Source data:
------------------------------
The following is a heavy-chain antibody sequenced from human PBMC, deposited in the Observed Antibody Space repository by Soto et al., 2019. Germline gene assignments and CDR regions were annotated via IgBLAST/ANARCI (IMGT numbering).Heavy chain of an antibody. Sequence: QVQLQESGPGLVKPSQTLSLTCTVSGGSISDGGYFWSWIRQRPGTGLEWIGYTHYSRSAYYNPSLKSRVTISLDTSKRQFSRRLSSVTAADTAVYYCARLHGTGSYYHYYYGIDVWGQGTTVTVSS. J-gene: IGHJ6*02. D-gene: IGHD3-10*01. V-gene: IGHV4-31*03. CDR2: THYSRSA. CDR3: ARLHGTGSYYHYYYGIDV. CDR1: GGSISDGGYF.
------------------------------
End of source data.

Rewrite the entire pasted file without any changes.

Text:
The following is a heavy-chain antibody sequenced from human PBMC, deposited in the Observed Antibody Space repository by Soto et al., 2019. Germline gene assignments and CDR regions were annotated via IgBLAST/ANARCI (IMGT numbering).Heavy chain of an antibody. Sequence: QVQLQESGPGLVKPSQTLSLTCTVSGGSISDGGYFWSWIRQRPGTGLEWIGYTHYSRSAYYNPSLKSRVTISLDTSKRQFSRRLSSVTAADTAVYYCARLHGTGSYYHYYYGIDVWGQGTTVTVSS. J-gene: IGHJ6*02. D-gene: IGHD3-10*01. V-gene: IGHV4-31*03. CDR2: THYSRSA. CDR3: ARLHGTGSYYHYYYGIDV. CDR1: GGSISDGGYF.